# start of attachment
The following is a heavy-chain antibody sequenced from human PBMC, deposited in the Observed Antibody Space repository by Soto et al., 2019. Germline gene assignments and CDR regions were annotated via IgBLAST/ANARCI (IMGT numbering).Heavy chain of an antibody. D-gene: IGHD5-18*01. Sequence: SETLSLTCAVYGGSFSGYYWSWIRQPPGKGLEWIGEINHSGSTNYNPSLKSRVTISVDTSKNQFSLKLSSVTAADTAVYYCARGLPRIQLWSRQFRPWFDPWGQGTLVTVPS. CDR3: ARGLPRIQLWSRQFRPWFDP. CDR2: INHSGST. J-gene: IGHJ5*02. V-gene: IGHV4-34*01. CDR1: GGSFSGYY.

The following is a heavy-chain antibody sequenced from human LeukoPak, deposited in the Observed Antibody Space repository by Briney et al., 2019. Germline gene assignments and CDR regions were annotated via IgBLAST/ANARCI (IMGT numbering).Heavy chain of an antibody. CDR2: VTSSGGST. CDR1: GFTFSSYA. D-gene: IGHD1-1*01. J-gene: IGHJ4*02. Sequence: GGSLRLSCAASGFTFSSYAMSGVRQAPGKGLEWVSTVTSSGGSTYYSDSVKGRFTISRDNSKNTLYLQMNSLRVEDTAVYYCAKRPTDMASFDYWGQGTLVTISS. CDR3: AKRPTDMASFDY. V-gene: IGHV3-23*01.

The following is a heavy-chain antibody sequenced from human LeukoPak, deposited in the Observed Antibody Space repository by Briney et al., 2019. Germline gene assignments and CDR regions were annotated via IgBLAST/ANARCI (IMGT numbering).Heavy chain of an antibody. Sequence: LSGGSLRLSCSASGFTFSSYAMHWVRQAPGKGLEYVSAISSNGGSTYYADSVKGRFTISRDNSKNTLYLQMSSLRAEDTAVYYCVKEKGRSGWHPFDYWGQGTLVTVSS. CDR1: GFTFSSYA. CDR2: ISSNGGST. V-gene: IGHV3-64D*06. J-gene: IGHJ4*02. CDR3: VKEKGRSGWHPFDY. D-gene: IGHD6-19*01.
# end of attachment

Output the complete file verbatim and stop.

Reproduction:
The following is a heavy-chain antibody sequenced from human PBMC, deposited in the Observed Antibody Space repository by Soto et al., 2019. Germline gene assignments and CDR regions were annotated via IgBLAST/ANARCI (IMGT numbering).Heavy chain of an antibody. D-gene: IGHD5-18*01. Sequence: SETLSLTCAVYGGSFSGYYWSWIRQPPGKGLEWIGEINHSGSTNYNPSLKSRVTISVDTSKNQFSLKLSSVTAADTAVYYCARGLPRIQLWSRQFRPWFDPWGQGTLVTVPS. CDR3: ARGLPRIQLWSRQFRPWFDP. CDR2: INHSGST. J-gene: IGHJ5*02. V-gene: IGHV4-34*01. CDR1: GGSFSGYY.

The following is a heavy-chain antibody sequenced from human LeukoPak, deposited in the Observed Antibody Space repository by Briney et al., 2019. Germline gene assignments and CDR regions were annotated via IgBLAST/ANARCI (IMGT numbering).Heavy chain of an antibody. CDR2: VTSSGGST. CDR1: GFTFSSYA. D-gene: IGHD1-1*01. J-gene: IGHJ4*02. Sequence: GGSLRLSCAASGFTFSSYAMSGVRQAPGKGLEWVSTVTSSGGSTYYSDSVKGRFTISRDNSKNTLYLQMNSLRVEDTAVYYCAKRPTDMASFDYWGQGTLVTISS. CDR3: AKRPTDMASFDY. V-gene: IGHV3-23*01.

The following is a heavy-chain antibody sequenced from human LeukoPak, deposited in the Observed Antibody Space repository by Briney et al., 2019. Germline gene assignments and CDR regions were annotated via IgBLAST/ANARCI (IMGT numbering).Heavy chain of an antibody. Sequence: LSGGSLRLSCSASGFTFSSYAMHWVRQAPGKGLEYVSAISSNGGSTYYADSVKGRFTISRDNSKNTLYLQMSSLRAEDTAVYYCVKEKGRSGWHPFDYWGQGTLVTVSS. CDR1: GFTFSSYA. CDR2: ISSNGGST. V-gene: IGHV3-64D*06. J-gene: IGHJ4*02. CDR3: VKEKGRSGWHPFDY. D-gene: IGHD6-19*01.